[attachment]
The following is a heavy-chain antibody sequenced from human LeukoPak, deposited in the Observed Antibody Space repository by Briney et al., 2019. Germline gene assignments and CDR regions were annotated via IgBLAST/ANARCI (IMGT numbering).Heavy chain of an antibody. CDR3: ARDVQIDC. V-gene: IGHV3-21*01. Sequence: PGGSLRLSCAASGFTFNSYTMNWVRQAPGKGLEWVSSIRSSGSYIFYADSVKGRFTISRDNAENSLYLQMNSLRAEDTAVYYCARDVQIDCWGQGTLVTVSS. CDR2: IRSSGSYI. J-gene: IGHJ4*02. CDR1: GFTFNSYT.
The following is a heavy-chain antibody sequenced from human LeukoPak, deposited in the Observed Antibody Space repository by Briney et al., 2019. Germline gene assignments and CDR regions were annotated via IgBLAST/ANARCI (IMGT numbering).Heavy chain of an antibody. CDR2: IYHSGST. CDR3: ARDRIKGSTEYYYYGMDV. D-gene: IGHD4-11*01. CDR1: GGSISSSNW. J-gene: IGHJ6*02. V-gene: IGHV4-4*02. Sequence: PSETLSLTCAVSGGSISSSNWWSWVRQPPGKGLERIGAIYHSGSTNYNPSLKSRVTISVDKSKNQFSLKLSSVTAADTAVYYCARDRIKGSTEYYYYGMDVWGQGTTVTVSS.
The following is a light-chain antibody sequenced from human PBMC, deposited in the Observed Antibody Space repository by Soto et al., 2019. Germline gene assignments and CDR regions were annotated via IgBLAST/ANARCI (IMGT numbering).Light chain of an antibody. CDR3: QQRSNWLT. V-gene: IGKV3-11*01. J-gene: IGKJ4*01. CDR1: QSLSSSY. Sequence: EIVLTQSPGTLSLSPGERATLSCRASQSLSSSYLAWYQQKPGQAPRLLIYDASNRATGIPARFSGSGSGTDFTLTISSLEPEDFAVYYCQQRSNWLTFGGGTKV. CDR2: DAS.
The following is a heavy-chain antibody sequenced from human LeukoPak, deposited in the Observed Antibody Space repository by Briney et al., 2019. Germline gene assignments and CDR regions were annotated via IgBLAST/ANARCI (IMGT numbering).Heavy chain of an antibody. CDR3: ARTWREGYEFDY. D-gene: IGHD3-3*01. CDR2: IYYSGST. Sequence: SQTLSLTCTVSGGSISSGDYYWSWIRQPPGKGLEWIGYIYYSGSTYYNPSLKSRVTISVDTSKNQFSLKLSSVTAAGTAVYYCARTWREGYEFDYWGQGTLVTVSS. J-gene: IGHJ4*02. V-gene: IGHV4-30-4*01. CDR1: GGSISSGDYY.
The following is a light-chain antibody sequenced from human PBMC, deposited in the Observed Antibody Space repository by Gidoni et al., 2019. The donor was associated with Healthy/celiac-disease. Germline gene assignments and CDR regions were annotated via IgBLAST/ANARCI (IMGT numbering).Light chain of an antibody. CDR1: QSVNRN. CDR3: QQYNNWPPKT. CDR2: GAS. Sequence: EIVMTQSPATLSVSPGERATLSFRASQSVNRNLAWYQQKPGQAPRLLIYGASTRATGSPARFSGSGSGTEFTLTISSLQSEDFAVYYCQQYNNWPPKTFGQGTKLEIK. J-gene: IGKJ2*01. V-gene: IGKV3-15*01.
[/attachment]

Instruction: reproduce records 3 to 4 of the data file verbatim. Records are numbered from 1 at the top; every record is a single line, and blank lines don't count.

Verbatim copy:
The following is a light-chain antibody sequenced from human PBMC, deposited in the Observed Antibody Space repository by Soto et al., 2019. Germline gene assignments and CDR regions were annotated via IgBLAST/ANARCI (IMGT numbering).Light chain of an antibody. CDR3: QQRSNWLT. V-gene: IGKV3-11*01. J-gene: IGKJ4*01. CDR1: QSLSSSY. Sequence: EIVLTQSPGTLSLSPGERATLSCRASQSLSSSYLAWYQQKPGQAPRLLIYDASNRATGIPARFSGSGSGTDFTLTISSLEPEDFAVYYCQQRSNWLTFGGGTKV. CDR2: DAS.
The following is a heavy-chain antibody sequenced from human LeukoPak, deposited in the Observed Antibody Space repository by Briney et al., 2019. Germline gene assignments and CDR regions were annotated via IgBLAST/ANARCI (IMGT numbering).Heavy chain of an antibody. CDR3: ARTWREGYEFDY. D-gene: IGHD3-3*01. CDR2: IYYSGST. Sequence: SQTLSLTCTVSGGSISSGDYYWSWIRQPPGKGLEWIGYIYYSGSTYYNPSLKSRVTISVDTSKNQFSLKLSSVTAAGTAVYYCARTWREGYEFDYWGQGTLVTVSS. J-gene: IGHJ4*02. V-gene: IGHV4-30-4*01. CDR1: GGSISSGDYY.